Re: An alternative to ST and AAT
Rohinton Collins (firstname.lastname@example.org)
20 Nov 1996 23:29:28 GMT
> > Paul@crowleyp.demon.co.uk (Paul Crowley) wrote:
> Striding, in this sense, rules out waddling, which as you say,
> involves excessive lateral displacement. Chimpanzees and gorillas
> cannot stride when they walk bipedally; nor,
*** I BELIEVE ***
> could Lucy or
> male A.afarensis. Surely the development of the bipedal stride was
> the major change with H.erectus morphology?
Remember Paul, there is much evidence for a striding gait in the
australopithecines. This evidence at least calls for differentiation when
describing the locomotion of the African apes and the australopithecines
(as you have above).
1. They were fully adapted bipeds, and is so unreasonable to first assume
that they waddled, but looking closer at the anatomy:
2. They had a valgus angle similar to a modern human and dissimilar from an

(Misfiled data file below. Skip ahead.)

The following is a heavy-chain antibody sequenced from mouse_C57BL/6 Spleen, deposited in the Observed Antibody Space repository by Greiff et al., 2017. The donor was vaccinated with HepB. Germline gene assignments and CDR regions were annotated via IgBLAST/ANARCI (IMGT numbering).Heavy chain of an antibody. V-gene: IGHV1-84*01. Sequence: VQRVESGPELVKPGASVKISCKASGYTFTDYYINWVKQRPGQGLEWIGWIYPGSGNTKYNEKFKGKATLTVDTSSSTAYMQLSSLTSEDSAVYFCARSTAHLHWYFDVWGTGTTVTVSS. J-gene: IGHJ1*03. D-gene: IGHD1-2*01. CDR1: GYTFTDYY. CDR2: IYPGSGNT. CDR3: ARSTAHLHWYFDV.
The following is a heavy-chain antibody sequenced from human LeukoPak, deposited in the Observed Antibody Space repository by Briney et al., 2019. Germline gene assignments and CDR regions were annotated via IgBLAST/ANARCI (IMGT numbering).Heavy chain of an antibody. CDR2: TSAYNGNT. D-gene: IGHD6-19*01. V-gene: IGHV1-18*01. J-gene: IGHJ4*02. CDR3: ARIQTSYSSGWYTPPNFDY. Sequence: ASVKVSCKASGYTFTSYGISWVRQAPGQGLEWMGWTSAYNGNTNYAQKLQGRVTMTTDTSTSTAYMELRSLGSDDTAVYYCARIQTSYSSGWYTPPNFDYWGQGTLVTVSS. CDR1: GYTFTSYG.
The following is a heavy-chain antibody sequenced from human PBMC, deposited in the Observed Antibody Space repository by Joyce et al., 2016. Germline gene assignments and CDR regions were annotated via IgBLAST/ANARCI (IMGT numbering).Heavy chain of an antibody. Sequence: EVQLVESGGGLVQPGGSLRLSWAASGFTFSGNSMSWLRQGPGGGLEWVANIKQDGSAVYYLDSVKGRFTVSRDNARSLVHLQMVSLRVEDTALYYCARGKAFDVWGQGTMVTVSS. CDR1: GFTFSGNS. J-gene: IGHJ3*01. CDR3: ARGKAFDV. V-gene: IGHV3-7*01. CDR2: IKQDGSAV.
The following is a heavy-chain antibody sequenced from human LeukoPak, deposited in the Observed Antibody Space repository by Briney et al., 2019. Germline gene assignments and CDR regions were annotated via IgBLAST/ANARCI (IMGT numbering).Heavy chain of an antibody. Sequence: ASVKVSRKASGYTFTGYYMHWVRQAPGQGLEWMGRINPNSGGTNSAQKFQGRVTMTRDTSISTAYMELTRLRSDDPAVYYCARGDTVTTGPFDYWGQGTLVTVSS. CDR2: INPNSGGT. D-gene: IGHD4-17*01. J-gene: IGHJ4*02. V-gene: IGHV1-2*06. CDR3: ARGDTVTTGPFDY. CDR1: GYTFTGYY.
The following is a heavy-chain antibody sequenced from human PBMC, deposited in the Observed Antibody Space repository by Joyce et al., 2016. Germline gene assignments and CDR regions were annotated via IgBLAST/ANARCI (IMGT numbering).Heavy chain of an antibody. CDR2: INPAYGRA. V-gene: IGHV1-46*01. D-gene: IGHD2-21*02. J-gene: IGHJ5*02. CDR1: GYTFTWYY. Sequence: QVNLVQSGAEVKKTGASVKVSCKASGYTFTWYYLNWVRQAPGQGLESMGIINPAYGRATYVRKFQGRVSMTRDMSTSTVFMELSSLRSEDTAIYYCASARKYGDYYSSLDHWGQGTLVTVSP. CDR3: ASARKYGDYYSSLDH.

ape, indicating that the feet were closer beneath the centre of gravity
than in an ape. This means that during locomotion, lateral movement of the
body would be reduced.
3. The iliac blades are flared laterally when compared to an ape, which
suggests that the gluteus muscles were acting in a new capacity, as
abductors of the thigh, which would action the lateral movement necessary
for balance during the swing phase.
4. Lastly (that I can remember now) the Laetoli footprints describe more a
modern style of bipedalism, rather than an ape one - the footprints are
close together laterally, not like an apes who are wide apart laterally.
Feel free to add to this list Susan, Gerrit, anyone,